Hillcrest High graduates recognized for making difference in others’ livesDec 09, 2021 03:11PM ● By Julie Slama
Hillcrest High Alumni Association Craig Conder, center, presents Hillcrest High School 1994 graduate Stan Clawson and Jake Colvin, Hillcrest class of 2003, with the distinguished alumni awards during halftime of the school’s homecoming game. (Abigail Slama-Catron/Hillcrest High)
By Julie Slama | [email protected]
Hillcrest High School 1994 graduate Stan Clawson was seen about everywhere during his high school days—on stage in school plays and musicals, drawing cartoons for the school newspaper and producing short films for the school television program. He also was the student body president.
However, after high school, Clawson was paralyzed in a rock-climbing accident and that set his passion for promoting disability awareness and inclusion through film. He helped form a small video production company and directed and edited the film, “Continue” for the Paralyzed Veterans of America, which is now incorporated into hospital rehab programs throughout the United States.
He also served during the 2002 Winter Olympics and Paralympics as a disability support specialist and later, a public relations position with the National Ability Center.
“Stan was a mover and shaker early on and now he has amazing experiences in movie-making and as an advocate,” Hillcrest High Alumni Association President Craig Conder said. “I was really impressed when meeting him and his attitude to help out where he can.”
Clawson was honored for those accomplishments and more with a crystal plaque during half-time of the Hillcrest High homecoming game with the Distinguished Alumni Award.
Jake Colvin, Hillcrest class of 2003, was the Distinguished Young Alumni Award recipient.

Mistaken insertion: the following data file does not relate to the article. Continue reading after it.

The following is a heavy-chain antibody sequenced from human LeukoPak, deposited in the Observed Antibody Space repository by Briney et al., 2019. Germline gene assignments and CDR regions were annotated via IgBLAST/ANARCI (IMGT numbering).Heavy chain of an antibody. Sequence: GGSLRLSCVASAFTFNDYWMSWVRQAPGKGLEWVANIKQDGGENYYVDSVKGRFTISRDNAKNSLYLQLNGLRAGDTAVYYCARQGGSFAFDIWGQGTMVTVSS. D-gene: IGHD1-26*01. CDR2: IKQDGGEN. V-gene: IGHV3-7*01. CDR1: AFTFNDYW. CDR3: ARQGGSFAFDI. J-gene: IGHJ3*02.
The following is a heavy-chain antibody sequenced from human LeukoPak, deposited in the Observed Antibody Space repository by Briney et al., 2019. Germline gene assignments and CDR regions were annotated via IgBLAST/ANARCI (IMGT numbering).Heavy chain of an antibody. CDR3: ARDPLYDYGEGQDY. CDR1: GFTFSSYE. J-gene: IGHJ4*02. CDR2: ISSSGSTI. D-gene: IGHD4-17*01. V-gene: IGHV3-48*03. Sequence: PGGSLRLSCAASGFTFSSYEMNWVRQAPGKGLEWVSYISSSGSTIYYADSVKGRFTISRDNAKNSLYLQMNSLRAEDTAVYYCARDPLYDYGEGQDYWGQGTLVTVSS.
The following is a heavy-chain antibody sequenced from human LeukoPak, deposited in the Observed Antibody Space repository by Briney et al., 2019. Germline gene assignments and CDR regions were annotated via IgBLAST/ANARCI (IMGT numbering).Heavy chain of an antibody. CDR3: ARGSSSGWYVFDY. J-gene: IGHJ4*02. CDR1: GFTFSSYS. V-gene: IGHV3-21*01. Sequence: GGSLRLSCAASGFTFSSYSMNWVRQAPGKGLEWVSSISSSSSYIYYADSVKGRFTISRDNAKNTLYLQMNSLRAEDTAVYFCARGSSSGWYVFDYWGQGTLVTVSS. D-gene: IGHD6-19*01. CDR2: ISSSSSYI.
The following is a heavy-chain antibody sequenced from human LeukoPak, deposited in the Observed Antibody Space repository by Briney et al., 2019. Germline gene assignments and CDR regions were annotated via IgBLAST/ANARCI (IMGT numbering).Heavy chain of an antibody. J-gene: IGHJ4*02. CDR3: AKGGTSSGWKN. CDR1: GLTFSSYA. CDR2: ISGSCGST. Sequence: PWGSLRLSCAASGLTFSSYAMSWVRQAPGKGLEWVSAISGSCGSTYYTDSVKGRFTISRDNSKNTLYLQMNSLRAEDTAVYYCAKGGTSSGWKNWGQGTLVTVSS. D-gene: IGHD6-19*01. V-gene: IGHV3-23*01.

Colvin grew up in Sandy and attended Hillcrest where he was involved in choir, acting and the sciences, and developed a strong passion for helping people of diverse cultures. He earned a bachelor’s degree in European studies with an emphasis in international management and a minor in chemistry, setting the stage for his innovative career.
While at Oregon State University’s pharmacy school, he created healthcare solutions and new potential treatments through early drug development. He also performed cancer research at Brigham Young University, where he also was a 2012 Crocker Innovation Fellow.
It was during that time, he cofounded the company, Owlet Baby Care, as a way to serve and solve real-world problems. The owlet is designed for infants born with congenital heart defects or other life-threatening illnesses; it is clothing with wearable technology to alert parents if a serious situation arises. Owlets have been provided to low- and middle-income families around the world.
Now, he is aiming to help others in the world by providing low-cost technology to empower frontline and rural health workers with diagnostic tools where currently, none are available.
“Jake’s owlet is really cool,” Conder said. “Through his efforts with that and providing diagnostic equipment into the Third World countries, he’s making our world a better place.”
Conder said both award recipients were nominated based on their work in the community and impact they’ve made on others.
Each year, Hillcrest’s alumni association accepts nominations for the awards and a committee reviews them. The nominations are considered for five years, Conder said.
This was the third annual distinguished alumni awards ceremony.
To learn more or to join the Hillcrest High Alumni Association, visit its webpage at www.hillcrestalumni.org.